Stuff YOU Should Know

Posted by on Mar 25, 2021 in Stuff You Should Know

China Faces Dangerous Dust Storm

Last week, strong winds blew dust from the Gobi Desert across much of the northern part of China. This caused what weather experts describe as the worst sandstorm China has seen in ten years. The dust turned the sky visibly yellow. Some schools were shut down, and more than four hundred flights were canceled. The storm spread as far as the neighboring country of Mongolia, where nine people are reported dead and at least 341 more missing as a result.

To get some perspective on how poor the air quality was: the U.S Environmental Protection Agency (EPA) air quality index says that any reading under 100 is considered “acceptable.” Anything over 300 triggers the highest health warning level. Beijing, China, averaged around 80 last year. Because of the dust storm, Beijing’s readings last week soared as high as 999. Similarly, the World Health Organization has set the safe level for small particle air pollutants at 25 micrograms per cubic meter. On Monday, March 15 Beijing reached a high of 655.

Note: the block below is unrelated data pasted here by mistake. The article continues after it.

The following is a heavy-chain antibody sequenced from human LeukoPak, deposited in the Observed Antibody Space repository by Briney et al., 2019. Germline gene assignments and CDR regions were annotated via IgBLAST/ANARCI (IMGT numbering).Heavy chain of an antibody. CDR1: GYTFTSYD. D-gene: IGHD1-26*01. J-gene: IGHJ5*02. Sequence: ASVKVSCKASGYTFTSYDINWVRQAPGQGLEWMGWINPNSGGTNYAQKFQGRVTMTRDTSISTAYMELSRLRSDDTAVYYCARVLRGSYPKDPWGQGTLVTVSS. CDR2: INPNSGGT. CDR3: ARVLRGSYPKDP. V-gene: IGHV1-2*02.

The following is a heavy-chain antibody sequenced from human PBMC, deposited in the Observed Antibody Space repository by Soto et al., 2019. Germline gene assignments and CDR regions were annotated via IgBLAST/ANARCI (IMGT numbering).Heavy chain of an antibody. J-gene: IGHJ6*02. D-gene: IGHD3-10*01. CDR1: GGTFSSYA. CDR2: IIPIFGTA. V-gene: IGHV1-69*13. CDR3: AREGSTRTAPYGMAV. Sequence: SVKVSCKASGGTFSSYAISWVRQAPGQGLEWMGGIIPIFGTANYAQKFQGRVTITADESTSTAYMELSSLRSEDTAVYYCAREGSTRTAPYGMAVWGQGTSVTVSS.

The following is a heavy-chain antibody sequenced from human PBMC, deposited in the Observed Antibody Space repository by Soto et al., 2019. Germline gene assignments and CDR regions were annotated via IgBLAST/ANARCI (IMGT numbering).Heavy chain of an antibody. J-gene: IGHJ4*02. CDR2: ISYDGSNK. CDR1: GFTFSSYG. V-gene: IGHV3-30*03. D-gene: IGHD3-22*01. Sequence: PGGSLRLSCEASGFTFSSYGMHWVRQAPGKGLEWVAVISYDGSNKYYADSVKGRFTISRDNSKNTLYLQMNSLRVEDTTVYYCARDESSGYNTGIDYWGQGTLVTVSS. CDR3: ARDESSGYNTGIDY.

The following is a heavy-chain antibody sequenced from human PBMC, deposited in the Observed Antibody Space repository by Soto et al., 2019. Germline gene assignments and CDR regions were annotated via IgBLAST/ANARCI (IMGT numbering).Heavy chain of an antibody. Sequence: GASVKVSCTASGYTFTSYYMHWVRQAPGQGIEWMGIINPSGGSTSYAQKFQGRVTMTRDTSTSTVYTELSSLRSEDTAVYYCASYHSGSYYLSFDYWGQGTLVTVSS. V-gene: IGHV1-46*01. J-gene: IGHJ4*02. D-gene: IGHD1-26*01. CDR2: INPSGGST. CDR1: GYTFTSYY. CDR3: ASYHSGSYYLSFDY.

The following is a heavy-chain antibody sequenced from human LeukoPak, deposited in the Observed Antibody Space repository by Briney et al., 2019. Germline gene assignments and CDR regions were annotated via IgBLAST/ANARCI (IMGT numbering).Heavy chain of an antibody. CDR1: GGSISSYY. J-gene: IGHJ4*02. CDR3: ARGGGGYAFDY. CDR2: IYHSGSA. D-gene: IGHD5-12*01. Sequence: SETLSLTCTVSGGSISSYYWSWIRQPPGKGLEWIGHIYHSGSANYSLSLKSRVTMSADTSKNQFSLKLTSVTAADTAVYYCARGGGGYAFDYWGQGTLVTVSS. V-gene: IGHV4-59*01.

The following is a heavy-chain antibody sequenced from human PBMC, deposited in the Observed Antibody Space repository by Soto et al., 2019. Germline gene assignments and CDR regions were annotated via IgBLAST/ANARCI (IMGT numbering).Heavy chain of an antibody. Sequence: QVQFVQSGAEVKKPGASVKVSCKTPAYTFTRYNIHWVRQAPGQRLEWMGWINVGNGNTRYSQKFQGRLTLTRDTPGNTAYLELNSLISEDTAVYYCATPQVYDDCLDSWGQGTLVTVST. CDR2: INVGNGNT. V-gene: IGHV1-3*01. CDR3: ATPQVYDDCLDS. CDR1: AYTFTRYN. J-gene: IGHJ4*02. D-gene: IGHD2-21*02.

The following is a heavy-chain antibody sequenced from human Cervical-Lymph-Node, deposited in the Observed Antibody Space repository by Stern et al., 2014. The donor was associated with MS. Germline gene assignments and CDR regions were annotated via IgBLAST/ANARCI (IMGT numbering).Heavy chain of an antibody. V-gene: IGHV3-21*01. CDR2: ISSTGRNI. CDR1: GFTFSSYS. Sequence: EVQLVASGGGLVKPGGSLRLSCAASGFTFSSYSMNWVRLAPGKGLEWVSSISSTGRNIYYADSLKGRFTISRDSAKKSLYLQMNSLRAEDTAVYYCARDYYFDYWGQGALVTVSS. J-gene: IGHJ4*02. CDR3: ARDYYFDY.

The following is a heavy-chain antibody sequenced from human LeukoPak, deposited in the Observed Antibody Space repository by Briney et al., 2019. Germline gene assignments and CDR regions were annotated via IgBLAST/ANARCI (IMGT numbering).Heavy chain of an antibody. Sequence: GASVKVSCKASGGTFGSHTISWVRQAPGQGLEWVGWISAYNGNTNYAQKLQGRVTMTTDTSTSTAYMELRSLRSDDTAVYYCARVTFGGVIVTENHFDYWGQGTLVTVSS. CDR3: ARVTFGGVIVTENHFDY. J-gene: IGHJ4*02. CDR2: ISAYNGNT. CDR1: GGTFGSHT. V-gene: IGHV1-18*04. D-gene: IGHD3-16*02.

What caused this crisis? It’s tempting to blame deforestation, which used to cause frequent sandstorms in China. But an aggressive tree-planting program which began in 2000 has helped with that, cutting the average number of sandstorms per year from 26 in the 1950s, to 3 today. The real cause was a recent increase in industrial pollutants in the air. China has quickly increased industrial activity after months of COVID-related quarantine. The combination of pollutant smog and desert sand caused the dangerous storm.

Dig Deeper Locate the following places mentioned in the story on a map of Asia: Beijing, Mongolia, Gobi Desert. If necessary, use internet resources to help you find them.